KayLynn Roberts-McMurray
The courthouse was packed for the first day of hearings with water regulators.

With standing room only, the controversial water hearing began Tuesday morning at the White Pine County Courthouse, District Court room.  The hearing revisits the 2018 findings of the state’s top water regulator who previously rejected Southern Nevada Water Authority’s (SNWA)   engineer pipeline plan based on a court order that he called flawed. 

Senior District Judge Robert Estes, who issued that 2013 order, also is presiding in this week’s hearing.

Pumping groundwater from White Pine and Lincoln counties to Clark County is being opposed by conservationists as well as residents, ranchers, tribes and other property interests in the state’s arid rural northeast corner. 

Opponents believe aquifers that would be tapped for the pipeline are not sustainable water sources and draining them would damage local habitats and livelihoods that depend on them. 

A rally was held prior to the event, where representatives from the county, Goshute Tribe and others spoke to the crowd prior to heading into the courtroom.   

Kyle Roernik, executive director for the Great Basin Water Network, spoke thanking everyone for coming out and standing in solidarity. 

“Today we are weighing a question of what is more important for our future State and in the Great Basin, and is that it is a question of what matters more, the special interests or the public interest,” he said. “We care about the future generations, our wildlife, our water, our tribes, the interest of the agricultural and conservation community.”

Chairman Rupert Steel of the Confederate Tribes of the Goshute spoke. 

“Proud to be here and say that Southern Nevada Water Authority has some serious challenges, and it would be good for them to pull back their plan and think about other alternatives, rather than destroy the landscape, and fragile environment,” he said.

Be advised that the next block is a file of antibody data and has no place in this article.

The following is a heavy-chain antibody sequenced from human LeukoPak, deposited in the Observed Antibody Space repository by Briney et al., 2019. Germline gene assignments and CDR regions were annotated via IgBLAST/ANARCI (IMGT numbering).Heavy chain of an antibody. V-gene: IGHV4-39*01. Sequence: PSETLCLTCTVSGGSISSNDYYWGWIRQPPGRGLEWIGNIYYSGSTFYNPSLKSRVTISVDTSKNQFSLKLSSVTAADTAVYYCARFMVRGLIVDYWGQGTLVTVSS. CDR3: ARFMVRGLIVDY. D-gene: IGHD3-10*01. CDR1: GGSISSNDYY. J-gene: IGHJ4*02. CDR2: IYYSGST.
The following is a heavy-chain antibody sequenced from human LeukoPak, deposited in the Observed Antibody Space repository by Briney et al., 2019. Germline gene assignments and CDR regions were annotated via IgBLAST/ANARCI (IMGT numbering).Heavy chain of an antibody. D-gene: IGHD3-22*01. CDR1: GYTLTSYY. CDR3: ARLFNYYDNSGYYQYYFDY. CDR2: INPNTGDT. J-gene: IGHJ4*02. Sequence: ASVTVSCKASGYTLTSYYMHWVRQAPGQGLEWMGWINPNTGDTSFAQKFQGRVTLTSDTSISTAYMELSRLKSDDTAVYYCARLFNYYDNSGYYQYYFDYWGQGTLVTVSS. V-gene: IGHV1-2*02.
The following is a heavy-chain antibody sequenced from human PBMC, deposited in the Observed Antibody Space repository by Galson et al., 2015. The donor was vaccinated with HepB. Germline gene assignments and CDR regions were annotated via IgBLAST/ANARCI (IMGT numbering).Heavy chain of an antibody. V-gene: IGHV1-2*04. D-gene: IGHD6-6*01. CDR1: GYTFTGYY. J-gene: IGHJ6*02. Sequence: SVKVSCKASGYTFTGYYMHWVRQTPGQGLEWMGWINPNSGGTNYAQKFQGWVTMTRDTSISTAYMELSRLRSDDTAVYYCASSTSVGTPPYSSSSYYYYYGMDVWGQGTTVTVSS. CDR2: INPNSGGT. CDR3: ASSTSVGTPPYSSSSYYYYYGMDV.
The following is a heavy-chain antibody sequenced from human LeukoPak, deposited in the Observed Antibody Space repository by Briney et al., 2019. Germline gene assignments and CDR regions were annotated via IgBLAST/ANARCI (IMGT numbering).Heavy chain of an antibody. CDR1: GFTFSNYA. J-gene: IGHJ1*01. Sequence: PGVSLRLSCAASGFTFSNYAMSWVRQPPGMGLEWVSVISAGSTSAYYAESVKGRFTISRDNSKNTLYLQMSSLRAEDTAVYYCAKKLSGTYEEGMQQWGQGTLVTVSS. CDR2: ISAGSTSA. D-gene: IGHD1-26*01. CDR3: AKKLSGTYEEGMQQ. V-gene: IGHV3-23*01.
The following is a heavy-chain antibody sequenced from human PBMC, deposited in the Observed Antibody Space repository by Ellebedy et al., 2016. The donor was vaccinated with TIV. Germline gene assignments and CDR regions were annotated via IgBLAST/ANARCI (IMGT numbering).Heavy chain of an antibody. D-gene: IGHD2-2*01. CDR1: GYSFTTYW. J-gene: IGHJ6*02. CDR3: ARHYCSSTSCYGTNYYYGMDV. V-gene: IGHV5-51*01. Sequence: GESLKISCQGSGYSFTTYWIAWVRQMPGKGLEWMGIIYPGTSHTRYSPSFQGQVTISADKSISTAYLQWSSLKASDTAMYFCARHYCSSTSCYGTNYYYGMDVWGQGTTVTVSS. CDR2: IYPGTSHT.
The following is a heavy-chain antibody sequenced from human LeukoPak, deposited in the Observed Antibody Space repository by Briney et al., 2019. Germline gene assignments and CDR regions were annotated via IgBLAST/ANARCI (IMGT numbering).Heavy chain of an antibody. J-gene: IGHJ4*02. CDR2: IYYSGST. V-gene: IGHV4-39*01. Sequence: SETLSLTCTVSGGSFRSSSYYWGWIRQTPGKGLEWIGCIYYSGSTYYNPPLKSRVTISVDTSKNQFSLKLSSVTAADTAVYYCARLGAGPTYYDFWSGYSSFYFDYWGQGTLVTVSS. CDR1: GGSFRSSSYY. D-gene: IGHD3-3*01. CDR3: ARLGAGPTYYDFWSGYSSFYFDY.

White Pine County Commissioner Richard Howe said, “White Pine is 100 percent committed in dollars and support of this fight to save our natural resources.  To our ranchers, to our community, our county, our water is important to us for our economic future. We have this almost David and Goliath type of hearing happening for the next few days.”

Paul Taggert with the Southern Nevada Water Authority said, “The point I want to make is my clients are not villains, they are governmental employees, they have a mission a direction by the Clark County elected officials to pursue this project and have for many decades.”  

Taggert went on to explain that the project wouldn’t have been taken on if it was going to cause a impact to the environment.  

“I think you’ll hear a lot of rhetoric, about how bad this project is, how it’s going to destroy the environment, communities, the evidence did not show through weeks of testimony,” he said.

Taggert went on explaining the water SNWA is seeking is unappropriated. “It is the water of the public, including my client, who put in this first application for the water. It’s not used by anyone now, and, you’re prior order you already ruled that we justified the need for the water in Las Vegas.”   

Paul Hejmanowski, legal counsel for the Cleve Creek Ranch spoke next.  

“With all due respect, I disagree with a great deal of what he said,” Hejmanowski said. “The fundamental difference we are dealing with here today is, expediency there versus the state ability because we believe under your remand instruction, what was necessary, was for them to demonstrate that their project would reach equilibrium in a reasonable frame of time, to preserve and protect the aquafer for future and present generations.  

“Instead, he said, we don’t have to deal with ET capture, we don’t have to be limited that way, as long as we know how much water is available, we can pump without ET capture.  Which means, under their theory they would be able to draw as much water, as calculated, which guarantees ground water mining, which your honor ruled is against the rule of Nevada over 100 years.”  

The hearing carried into the afternoon hours, with legal counsel from Goshute Tribes, Great Basin Water Network and a variance of lawyers in opposition to the proposed pipeline.  The hearing reconvened on Wednesday morning.  

The Ely Times will have more to this story in next week’s edition.

Submited photo
Women of the Goshute Tribe opposing the pipeline efforts with their shirts.